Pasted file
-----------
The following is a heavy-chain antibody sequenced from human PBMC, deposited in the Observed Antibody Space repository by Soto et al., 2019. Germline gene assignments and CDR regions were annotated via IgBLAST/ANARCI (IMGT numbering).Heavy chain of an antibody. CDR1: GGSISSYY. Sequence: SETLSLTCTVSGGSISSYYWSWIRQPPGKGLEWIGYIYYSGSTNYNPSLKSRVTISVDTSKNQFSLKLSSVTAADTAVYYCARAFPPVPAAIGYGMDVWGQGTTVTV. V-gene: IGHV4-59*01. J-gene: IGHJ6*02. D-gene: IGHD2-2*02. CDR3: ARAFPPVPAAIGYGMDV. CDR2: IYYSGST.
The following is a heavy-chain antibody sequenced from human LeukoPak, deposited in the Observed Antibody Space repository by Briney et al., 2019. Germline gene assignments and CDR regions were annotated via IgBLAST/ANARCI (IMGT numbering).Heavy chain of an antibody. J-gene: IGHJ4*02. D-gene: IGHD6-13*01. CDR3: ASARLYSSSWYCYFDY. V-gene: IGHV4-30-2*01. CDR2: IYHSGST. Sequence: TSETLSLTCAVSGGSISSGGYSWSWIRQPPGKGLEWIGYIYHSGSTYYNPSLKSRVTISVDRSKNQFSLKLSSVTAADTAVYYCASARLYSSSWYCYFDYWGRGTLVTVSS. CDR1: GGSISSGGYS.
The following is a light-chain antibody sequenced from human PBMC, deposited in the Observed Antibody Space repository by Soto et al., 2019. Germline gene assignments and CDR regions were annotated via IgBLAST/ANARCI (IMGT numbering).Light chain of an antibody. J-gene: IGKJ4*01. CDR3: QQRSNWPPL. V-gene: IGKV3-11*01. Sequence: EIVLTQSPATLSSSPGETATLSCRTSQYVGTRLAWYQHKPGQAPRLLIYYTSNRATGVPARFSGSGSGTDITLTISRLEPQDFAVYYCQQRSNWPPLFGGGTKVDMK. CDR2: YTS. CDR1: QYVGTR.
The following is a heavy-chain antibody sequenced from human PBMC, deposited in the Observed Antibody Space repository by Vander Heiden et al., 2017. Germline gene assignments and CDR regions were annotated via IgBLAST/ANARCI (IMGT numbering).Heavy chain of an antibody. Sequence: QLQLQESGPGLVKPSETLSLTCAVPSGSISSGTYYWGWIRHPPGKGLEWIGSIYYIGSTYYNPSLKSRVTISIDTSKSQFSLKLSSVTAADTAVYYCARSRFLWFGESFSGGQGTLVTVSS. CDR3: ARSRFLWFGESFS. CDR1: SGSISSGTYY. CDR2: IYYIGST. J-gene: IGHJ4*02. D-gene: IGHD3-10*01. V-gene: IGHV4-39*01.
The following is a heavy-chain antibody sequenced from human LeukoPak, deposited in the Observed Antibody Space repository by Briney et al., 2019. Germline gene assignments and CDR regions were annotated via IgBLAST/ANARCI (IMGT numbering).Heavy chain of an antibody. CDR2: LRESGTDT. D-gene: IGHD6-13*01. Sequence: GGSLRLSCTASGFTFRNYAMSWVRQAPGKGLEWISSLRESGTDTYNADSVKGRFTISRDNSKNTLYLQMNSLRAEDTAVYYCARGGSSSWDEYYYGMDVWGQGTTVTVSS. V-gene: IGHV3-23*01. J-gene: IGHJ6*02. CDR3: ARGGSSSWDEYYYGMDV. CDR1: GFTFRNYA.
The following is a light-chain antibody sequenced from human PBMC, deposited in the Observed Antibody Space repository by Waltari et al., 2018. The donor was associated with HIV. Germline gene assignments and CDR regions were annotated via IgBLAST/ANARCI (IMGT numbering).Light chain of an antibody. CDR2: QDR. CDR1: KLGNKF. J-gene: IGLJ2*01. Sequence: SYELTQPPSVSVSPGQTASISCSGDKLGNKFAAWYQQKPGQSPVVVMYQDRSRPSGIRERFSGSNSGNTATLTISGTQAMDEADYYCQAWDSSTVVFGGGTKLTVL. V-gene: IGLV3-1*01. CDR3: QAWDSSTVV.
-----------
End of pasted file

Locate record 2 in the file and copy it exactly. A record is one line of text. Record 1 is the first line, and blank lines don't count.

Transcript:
The following is a heavy-chain antibody sequenced from human LeukoPak, deposited in the Observed Antibody Space repository by Briney et al., 2019. Germline gene assignments and CDR regions were annotated via IgBLAST/ANARCI (IMGT numbering).Heavy chain of an antibody. J-gene: IGHJ4*02. D-gene: IGHD6-13*01. CDR3: ASARLYSSSWYCYFDY. V-gene: IGHV4-30-2*01. CDR2: IYHSGST. Sequence: TSETLSLTCAVSGGSISSGGYSWSWIRQPPGKGLEWIGYIYHSGSTYYNPSLKSRVTISVDRSKNQFSLKLSSVTAADTAVYYCASARLYSSSWYCYFDYWGRGTLVTVSS. CDR1: GGSISSGGYS.